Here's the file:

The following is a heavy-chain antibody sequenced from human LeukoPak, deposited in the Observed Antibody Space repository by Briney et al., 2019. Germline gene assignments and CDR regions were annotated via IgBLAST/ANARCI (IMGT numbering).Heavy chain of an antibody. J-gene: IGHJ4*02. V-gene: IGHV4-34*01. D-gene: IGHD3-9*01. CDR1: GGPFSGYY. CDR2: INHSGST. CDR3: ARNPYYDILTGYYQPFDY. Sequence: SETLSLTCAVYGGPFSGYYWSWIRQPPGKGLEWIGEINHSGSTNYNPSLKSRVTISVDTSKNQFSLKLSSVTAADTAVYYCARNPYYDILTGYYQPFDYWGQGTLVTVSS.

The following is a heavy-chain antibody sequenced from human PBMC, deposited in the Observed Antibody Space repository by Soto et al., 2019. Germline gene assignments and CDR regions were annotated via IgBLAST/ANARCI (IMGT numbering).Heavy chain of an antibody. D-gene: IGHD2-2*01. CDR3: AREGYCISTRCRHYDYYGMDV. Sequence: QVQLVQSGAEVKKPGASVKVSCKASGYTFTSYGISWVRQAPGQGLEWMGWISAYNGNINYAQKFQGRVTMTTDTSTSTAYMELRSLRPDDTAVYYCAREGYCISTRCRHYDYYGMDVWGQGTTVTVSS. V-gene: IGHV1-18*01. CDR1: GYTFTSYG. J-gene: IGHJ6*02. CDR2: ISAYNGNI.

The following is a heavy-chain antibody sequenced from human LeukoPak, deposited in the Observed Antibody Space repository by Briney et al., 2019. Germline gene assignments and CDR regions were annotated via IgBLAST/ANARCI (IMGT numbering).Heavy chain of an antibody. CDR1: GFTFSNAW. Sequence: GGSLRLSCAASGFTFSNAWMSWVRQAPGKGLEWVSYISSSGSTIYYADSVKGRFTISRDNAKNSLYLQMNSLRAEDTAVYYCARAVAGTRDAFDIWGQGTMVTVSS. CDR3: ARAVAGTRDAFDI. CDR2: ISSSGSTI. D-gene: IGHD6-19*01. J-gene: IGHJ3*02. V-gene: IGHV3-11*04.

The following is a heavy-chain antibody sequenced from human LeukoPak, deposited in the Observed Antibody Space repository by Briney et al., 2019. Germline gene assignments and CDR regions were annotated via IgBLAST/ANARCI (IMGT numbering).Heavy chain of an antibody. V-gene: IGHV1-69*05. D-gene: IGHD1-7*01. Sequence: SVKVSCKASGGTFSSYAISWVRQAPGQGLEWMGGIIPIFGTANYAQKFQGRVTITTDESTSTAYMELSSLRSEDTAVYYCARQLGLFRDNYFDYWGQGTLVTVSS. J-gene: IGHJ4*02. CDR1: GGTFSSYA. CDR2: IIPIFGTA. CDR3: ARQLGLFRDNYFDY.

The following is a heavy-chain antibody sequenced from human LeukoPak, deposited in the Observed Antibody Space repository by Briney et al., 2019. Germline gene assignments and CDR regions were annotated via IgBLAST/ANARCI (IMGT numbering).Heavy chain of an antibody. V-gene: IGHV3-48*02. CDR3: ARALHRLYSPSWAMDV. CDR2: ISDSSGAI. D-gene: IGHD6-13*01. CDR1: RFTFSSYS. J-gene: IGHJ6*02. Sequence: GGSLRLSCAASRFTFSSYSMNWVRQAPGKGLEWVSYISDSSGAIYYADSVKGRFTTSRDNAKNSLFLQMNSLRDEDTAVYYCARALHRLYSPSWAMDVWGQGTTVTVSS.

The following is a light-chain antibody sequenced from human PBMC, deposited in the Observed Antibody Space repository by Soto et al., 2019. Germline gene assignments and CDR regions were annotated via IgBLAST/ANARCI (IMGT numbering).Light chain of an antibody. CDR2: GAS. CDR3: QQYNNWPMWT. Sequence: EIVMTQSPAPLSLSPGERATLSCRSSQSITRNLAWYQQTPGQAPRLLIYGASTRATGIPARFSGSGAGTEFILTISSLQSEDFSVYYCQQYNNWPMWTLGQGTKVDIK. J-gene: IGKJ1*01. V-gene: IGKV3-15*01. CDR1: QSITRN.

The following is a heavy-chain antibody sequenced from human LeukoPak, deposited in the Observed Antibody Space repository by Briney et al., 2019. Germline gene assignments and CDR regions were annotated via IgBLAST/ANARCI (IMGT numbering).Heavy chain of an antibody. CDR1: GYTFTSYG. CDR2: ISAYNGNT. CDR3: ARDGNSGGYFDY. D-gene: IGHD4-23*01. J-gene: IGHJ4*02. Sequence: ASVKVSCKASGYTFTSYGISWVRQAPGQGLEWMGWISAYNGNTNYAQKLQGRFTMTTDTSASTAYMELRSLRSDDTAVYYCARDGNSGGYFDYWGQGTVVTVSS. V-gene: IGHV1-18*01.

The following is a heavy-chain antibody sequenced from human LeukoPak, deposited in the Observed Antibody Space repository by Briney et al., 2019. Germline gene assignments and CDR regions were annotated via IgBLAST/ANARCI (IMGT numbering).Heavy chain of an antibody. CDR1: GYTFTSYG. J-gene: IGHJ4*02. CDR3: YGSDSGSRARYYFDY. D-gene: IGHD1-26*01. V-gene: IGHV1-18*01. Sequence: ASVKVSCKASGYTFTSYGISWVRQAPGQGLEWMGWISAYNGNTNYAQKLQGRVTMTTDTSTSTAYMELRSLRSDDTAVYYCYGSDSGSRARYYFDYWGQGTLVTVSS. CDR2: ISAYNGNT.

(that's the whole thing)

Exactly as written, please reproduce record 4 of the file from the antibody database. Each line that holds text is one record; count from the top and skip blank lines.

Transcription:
The following is a heavy-chain antibody sequenced from human LeukoPak, deposited in the Observed Antibody Space repository by Briney et al., 2019. Germline gene assignments and CDR regions were annotated via IgBLAST/ANARCI (IMGT numbering).Heavy chain of an antibody. V-gene: IGHV1-69*05. D-gene: IGHD1-7*01. Sequence: SVKVSCKASGGTFSSYAISWVRQAPGQGLEWMGGIIPIFGTANYAQKFQGRVTITTDESTSTAYMELSSLRSEDTAVYYCARQLGLFRDNYFDYWGQGTLVTVSS. J-gene: IGHJ4*02. CDR1: GGTFSSYA. CDR2: IIPIFGTA. CDR3: ARQLGLFRDNYFDY.